The partnership of monarchy and Parliament was recognised even by so-called republicans, who might argue against absolutism and for a ‘mixed constitution’ without necessarily advocating abolition of the monarchy. Nor did an emphasis on the civic community, a community of citizens, clearly distinguish the republican idea from other forms of anti-absolutism. In the English context, the civic community was likely to be identified with Parliament no less by republicans than by more moderate defenders of Parliament against the Crown.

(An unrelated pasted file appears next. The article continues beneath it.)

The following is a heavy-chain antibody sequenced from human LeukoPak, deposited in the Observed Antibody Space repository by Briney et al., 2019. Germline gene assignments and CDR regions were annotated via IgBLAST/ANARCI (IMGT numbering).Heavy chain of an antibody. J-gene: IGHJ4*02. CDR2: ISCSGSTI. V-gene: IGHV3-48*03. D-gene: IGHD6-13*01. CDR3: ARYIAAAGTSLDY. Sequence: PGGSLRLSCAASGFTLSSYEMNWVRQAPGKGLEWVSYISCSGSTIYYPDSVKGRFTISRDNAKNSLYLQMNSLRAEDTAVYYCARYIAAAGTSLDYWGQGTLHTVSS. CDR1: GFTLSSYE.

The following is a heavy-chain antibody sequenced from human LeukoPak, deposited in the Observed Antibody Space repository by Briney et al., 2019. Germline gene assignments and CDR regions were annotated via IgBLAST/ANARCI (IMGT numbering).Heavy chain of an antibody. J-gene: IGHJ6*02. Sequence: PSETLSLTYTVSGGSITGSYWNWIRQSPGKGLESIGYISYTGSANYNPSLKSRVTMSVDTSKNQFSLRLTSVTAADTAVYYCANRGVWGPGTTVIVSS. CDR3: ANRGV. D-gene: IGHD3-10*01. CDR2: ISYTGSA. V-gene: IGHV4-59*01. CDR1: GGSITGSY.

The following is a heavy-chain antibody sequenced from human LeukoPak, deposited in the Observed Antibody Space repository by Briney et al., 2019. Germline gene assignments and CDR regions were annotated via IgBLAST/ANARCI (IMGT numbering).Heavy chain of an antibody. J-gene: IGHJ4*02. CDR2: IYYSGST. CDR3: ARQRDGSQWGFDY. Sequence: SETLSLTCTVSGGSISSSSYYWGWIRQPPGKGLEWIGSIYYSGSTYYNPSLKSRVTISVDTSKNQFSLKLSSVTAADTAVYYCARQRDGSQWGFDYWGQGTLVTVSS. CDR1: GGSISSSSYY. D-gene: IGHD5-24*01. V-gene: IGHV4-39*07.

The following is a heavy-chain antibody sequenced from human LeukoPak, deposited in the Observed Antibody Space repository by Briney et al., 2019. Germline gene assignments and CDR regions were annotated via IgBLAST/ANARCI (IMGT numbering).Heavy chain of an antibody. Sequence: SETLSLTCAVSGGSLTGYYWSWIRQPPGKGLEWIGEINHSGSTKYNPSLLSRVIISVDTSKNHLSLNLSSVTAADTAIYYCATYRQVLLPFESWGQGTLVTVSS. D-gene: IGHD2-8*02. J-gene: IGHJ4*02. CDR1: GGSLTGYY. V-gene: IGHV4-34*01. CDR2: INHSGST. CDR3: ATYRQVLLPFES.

In English conditions, what does stand out in sharper relief is the division between those for whom the ruling class in Parliament was the rightful embodiment of the civic community or popular power and those for whom the people outside Parliament were truly sovereign. The idea of ‘republican liberty’ is not very helpful in identifying this division, not least because the Roman republic was an oligarchy and the original Roman idea of liberty was never democratic. Even the distinction between oligarchic republicans and more democratic radicals may disappear from view. The Levellers, Skinner tells us, turned against Parliament on the grounds that it was itself becoming an arbitrary power and violating the very principles of liberty it was pledged to defend. But it is hard to see, in his account, what differences of principle distinguished them from other, less radical defenders of the people’s liberty against the Crown.